Fertilizer prices have gone up tremendously recently. Anhydrous nitrogen is $1,250 to $1,400 per ton as of Dec. 1, 2021, and many dealers are not taking orders for spring, expecting the price to increase even further. One potential for farmers is to terminate thin alfalfa stands. Table 1 shows the nitrogen one can expect from a terminated alfalfa stand.
Stands with four plants per square foot will often have 25% to 30% reduced yield compared to an alfalfa stand with good density and irrigation or adequate rain. However, this stand, if terminated, will result in 150 to 190 pounds per acre of nitrogen for the next crop on a medium to fine soil.
Table 2 shows the results of five trials conducted in Minnesota where corn was planted into a terminated alfalfa field and nitrogen fertilizer added at varying rates.
In no case did the nitrogen fertilizer increase yield of either corn silage or grain. The same results would be expected for sorghum, since it has about the same nitrogen requirement as corn.
Studies in Manitoba have shown that wheat planted into a terminated alfalfa yield showed no benefit from nitrogen fertilizer for two or more years. Further, the wheat planted into the alfalfa residue averaged 1% higher protein in the grain when harvested.
Since corn or sorghum planted into terminated alfalfa stands do not need nitrogen fertilizer (except possibly a little starter if alfalfa is killed in the spring), this practice can save nitrogen fertilizer cost of $190 to $240 per acre for silage or grain of either corn or sorghum. Similar savings can occur for wheat and other crops requiring nitrogen fertilizer.
Additionally, there is a rotational benefit to corn planted into alfalfa residue rather than corn on corn of about 20% additional yield. This rotational benefit also occurs for wheat, canola and, likely, other crops.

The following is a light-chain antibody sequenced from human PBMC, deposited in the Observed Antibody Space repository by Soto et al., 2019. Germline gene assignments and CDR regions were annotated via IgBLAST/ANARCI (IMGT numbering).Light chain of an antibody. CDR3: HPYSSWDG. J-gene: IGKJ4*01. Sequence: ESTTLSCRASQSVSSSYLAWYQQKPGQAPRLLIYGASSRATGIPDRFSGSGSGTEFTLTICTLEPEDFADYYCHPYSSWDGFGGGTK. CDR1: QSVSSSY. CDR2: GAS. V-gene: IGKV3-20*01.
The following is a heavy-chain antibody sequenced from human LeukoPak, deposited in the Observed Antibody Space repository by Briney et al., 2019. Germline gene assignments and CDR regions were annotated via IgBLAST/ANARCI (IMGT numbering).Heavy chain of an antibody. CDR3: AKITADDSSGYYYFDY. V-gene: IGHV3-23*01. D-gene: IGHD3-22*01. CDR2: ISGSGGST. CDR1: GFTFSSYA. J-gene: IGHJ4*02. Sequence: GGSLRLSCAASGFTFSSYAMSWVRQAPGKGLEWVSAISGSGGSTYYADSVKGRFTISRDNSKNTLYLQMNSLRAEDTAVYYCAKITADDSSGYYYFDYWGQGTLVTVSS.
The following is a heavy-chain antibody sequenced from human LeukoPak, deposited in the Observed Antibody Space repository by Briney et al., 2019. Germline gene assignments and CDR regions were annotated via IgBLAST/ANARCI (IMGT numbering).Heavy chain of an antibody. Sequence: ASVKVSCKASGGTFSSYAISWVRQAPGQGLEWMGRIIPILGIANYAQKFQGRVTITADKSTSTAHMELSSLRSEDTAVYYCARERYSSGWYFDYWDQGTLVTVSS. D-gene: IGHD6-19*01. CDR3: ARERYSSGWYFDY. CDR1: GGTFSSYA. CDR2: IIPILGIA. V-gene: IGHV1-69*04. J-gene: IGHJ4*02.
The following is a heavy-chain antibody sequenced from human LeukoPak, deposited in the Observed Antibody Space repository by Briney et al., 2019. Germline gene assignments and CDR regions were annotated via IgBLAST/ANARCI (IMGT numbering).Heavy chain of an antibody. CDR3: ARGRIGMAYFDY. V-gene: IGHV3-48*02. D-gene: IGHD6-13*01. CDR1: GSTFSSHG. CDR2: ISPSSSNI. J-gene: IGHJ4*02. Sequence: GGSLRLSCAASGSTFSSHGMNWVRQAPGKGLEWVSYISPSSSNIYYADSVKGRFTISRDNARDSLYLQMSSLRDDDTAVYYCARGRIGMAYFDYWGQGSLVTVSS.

But don’t forget to replant alfalfa to replace stands that were turned over. Soybean meal currently costs around $450 per ton, making alfalfa a much less expensive source of protein for ruminants.
Alfalfa does require more potash than grasses (including corn), which has increased to $725 per ton but is not expected to increase much more for next year. These prices mean that total fertilizer costs to grow 6 tons of dry matter per acre alfalfa in 2022 will be $234.38 per acre, while the cost to grow 10 tons of dry matter per acre of corn silage will be $453.15 per acre or higher. The big savings for alfalfa comes from the fact that it does not need the approximately $200-per-acre nitrogen fertilizer corn and sorghum do. Thus, the total fertilizer cost of an acre of alfalfa is about $219 less per acre than either corn or sorghum silage.
The economics clearly support turning over thin, low-yield alfalfa fields to get nitrogen fertilizer and rotational yield benefits of corn, sorghum, wheat and other crops. Then consider planting more alfalfa, considering fertilizer prices. Keep in mind as well: Since protein supplement costs have increased and alfalfa is higher in crude protein (CP) than other forages, it will reduce protein supplement needs of most cattle, sheep and goats.